WASHINGTON – Two-thirds of American congregations heard explicitly political messaging in sermons in the immediate run-up to the 2020 election and more than a quarter of churches posted something overtly political on their websites, according to an analysis by the Pew Research Center.
Politics weren’t mentioned evenly across sects, though; Pew found 71% of evangelical Protestant congregations heard at least one sermon referencing the election versus 63% of both mainline Protestant and historically Black Protestant congregations and only 41% of Catholic congregations.
The analysis examined 12,832 publicly available sermons from 2,143 churches from Aug. 30 to Nov. 8, 2020, the height of a fierce election season and a period of rising coronavirus cases nationally.
The COVID-19 pandemic was the most discussed topic by clergy, with 83% of congregations hearing at least one sermon touching on the pandemic. Clergy who mentioned the pandemic often also did so multiple times while preaching.
The study is not necessarily a representative sample of what Americans heard in religious messages because it doesn’t account for non-Chrisitan faiths or churches that didn’t share their sermons publicly online.
Yet the report’s findings do underscore the need that many congregants and clergy felt to address the top issues in the national conversation, including the ongoing pandemic, racial justice and the 2020 election.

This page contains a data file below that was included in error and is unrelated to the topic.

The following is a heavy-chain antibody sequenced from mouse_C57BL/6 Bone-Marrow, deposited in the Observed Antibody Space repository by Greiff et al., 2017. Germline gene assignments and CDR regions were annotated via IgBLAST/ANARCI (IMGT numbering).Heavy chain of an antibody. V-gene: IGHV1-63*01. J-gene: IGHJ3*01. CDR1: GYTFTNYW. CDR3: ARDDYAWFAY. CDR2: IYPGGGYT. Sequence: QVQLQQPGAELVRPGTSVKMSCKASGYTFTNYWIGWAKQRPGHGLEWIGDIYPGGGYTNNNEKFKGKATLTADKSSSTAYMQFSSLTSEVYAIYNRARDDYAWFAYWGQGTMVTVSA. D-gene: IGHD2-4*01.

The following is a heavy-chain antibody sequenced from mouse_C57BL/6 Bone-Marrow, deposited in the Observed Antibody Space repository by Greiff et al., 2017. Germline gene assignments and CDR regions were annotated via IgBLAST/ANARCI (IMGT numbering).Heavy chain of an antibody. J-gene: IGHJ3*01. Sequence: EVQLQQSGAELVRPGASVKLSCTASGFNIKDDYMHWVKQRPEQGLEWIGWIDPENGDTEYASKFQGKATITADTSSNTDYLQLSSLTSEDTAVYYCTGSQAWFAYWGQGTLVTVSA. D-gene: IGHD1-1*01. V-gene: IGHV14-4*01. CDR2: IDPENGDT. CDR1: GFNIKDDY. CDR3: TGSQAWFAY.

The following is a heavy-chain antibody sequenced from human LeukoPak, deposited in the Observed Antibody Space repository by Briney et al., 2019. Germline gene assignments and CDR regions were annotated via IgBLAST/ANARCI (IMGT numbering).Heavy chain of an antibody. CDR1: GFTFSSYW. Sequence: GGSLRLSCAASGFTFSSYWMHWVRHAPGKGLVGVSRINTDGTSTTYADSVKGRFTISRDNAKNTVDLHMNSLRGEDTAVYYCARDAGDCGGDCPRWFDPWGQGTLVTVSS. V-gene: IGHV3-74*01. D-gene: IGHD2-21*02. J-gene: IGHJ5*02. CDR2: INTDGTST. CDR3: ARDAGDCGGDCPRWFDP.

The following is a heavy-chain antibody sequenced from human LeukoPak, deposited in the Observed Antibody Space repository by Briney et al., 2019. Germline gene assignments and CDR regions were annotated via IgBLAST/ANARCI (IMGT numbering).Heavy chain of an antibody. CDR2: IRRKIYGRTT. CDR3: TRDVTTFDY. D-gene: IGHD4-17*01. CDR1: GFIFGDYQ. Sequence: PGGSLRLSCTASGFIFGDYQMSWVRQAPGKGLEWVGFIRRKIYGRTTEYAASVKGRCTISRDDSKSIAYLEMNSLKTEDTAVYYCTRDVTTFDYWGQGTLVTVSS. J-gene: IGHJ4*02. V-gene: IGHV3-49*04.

In all cases, the election and politics were the second most discussed topic, followed by racism. Pew also found that different topics were more widely discussed between denominations and demographics.
Breakdown by denomination
Catholic priests were the least likely to touch on the major topics of the day, with only 41% of priests mentioning the election in a sermon and 32% touching on racism. Over two-thirds, 69%, of Catholic priests touched on the pandemic in their sermons, a number an average of 10 points lower than other major Christian branches.
Historically Black protestant churches were likeliest to discuss racism, with 52% of congregations hearing a sermon that touched on race. Mainline protestant churches saw a similar number, with 50% of churches hearing at least one sermon in the period that touched on racism.
The language used and issues discussed by clergy also varied across denominations. Historically Black protestant churches were far more likely to encourage their congregations to vote and use words like “register” and “suppress” in messages.
Evangelical churchgoers were most likely to discuss the election and “disproportionately used phrases related to prayer and to forces of evil,” according to Pew.
Evangelical congregations were much more likely to hear election-related calls to pray, often within common phrases like “pray for the president” or “pray for our president.” References to “Satan” and “hell” were also referenced more often than in other congregations.
Evangelical protestant churches, at 41%, heard racism discussed in sermons. Terms like “police officer,” “crime” and “convict” were commonly used in such discourse.
When discussing racism, historically Black congregations were most likely to hear terms like “anti-racism” and “white supremacist” used by pastors while evangelical protestants heard more vague terms like “racial tension” in sermons.
Catholic and mainline protestant congregations, meanwhile, more often discussed the election and other current events in the context of their religious practices, with words like “mass” and “communion” most commonly occurring in election-related sermons.
Follow Matthew Brown online @mrbrownsir.
This article originally appeared on USA TODAY: Pew analysis: Sermons turned political in 2020 amid COVID, election